U.S. begins fingerprinting most visitors

Foreigners entering U.S. airports and seaports from all but 27 nations were having their fingerprints scanned and their photographs taken beginning Monday as part of a new program to tighten border security.

Homeland Security Secretary Tom Ridge, who was in Atlanta to help launch the program at Hartsfield-Jackson Atlanta International Airport, said Monday on NBC’s “Today” show that the pilot program before the formal launch had led to 21 foreigners’ being denied entry because they had earlier been deported for criminal or other legal issues.

“We want to keep our borders open. We are a welcoming country, but we want to secure the country as well,” Ridge said. “We want them to come to the United States to work and to visit and to study, but we also need to make sure we have a record of who comes into the country and when they leave.”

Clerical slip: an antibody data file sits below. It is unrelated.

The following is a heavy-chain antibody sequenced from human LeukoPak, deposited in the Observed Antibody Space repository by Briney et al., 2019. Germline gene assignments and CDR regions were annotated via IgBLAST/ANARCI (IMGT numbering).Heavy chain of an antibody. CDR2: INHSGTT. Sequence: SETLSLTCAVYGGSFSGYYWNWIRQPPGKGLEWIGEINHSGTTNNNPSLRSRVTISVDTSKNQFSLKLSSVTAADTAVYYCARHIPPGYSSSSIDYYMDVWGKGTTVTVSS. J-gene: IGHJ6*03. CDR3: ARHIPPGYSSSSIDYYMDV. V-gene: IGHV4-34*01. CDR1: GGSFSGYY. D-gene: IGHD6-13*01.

Most passengers breezed through the fingerprinting and picture-taking Monday, spending only a few seconds more than they normally would at the Customs station where they were asked about their visits.


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